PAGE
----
Breaking The Cycle Of Submarine Cable Failures
10 Dec 2020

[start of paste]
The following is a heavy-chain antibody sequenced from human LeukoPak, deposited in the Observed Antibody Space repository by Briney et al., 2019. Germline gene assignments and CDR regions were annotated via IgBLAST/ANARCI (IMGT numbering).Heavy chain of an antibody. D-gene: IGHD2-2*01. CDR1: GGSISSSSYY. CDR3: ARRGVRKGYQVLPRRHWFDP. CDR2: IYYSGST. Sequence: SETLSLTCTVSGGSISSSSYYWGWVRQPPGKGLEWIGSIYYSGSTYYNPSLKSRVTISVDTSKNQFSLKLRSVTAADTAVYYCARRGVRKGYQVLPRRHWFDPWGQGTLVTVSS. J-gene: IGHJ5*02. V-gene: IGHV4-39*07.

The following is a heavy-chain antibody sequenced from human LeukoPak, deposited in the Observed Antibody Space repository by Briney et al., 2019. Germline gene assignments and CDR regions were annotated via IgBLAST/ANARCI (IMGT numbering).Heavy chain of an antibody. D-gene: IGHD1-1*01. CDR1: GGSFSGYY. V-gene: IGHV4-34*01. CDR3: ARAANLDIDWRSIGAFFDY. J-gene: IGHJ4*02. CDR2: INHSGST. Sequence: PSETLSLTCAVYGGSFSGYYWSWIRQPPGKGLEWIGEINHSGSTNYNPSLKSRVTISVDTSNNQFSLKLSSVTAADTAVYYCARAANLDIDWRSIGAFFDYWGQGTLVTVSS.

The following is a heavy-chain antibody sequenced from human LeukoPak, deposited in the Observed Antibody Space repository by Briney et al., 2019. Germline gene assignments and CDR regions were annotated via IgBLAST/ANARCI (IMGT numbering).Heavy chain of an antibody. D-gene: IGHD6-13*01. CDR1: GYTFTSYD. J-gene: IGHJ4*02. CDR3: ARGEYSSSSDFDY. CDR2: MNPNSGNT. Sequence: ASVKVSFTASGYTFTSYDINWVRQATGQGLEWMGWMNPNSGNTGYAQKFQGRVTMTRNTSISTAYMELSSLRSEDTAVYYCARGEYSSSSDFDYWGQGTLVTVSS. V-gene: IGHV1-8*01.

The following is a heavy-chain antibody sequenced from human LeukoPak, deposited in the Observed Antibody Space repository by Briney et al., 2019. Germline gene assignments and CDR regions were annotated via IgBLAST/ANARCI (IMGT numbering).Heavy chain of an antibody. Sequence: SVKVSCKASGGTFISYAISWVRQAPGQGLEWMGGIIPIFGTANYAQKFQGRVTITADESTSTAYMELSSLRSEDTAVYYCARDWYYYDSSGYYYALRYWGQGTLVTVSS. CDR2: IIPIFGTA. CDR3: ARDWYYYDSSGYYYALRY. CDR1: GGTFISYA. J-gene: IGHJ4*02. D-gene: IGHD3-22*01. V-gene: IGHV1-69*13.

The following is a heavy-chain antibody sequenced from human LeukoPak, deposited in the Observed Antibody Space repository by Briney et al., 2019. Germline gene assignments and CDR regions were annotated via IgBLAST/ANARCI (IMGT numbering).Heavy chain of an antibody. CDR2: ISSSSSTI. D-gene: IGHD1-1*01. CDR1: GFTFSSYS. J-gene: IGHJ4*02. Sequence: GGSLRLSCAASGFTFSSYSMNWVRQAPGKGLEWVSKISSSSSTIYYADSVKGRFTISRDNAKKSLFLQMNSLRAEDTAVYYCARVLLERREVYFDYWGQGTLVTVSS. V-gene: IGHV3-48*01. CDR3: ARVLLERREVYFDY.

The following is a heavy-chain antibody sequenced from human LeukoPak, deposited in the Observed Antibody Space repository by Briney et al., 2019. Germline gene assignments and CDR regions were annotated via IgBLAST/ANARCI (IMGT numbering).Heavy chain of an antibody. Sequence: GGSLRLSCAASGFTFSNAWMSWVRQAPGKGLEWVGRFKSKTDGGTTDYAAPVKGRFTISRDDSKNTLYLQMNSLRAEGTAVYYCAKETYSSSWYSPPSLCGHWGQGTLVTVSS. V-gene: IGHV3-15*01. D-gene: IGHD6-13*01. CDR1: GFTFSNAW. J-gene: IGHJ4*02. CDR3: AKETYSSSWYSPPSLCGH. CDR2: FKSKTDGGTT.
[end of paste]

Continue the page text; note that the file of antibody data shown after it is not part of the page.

Forensic study of submarine cable failures reveals material choice, manufacturing processes and, significantly, quality controls all have the potential to introduce failure modes. Selecting the right materials and manufacturing processes is at the heart of a fit and forget system where 30 years life with zero leaks is required. In addition to mechanical adhesion, chemical bonding between materials at molecular level is essential for achieving long-term sealing. Materials offer different properties; their bonding requiring disparate degrees of specialist chemical and processing knowledge. One polymer is notoriously difficult to process and bond; the other is slightly hygroscopic, absorbing moisture at a rate which increases as temperature increases. Platforms fitted with the latter typically have planned replacement programmes at every refit providing a lucrative resupply market at odds with resolving the engineering challenges which result in its short life expectancy. The former is not so affected. The study reveals how some test and inspection protocols relied on to offer the quality assurance requisite for first-level items may create false confidence about product life. Radiography used to demonstrate moulded cable integrity utilising processes used for x-raying metallised components provide images that do not reveal potential problems. Only specialist, low power radiography profiles the chemical bonding at molecular levels to identify bond failures which will eventually create leak paths for water ingression resulting in performance degradation or critical failure. The study reveals how the pitfalls of the past can be avoided and essential systems safeguarded, to provide optimal future system performance.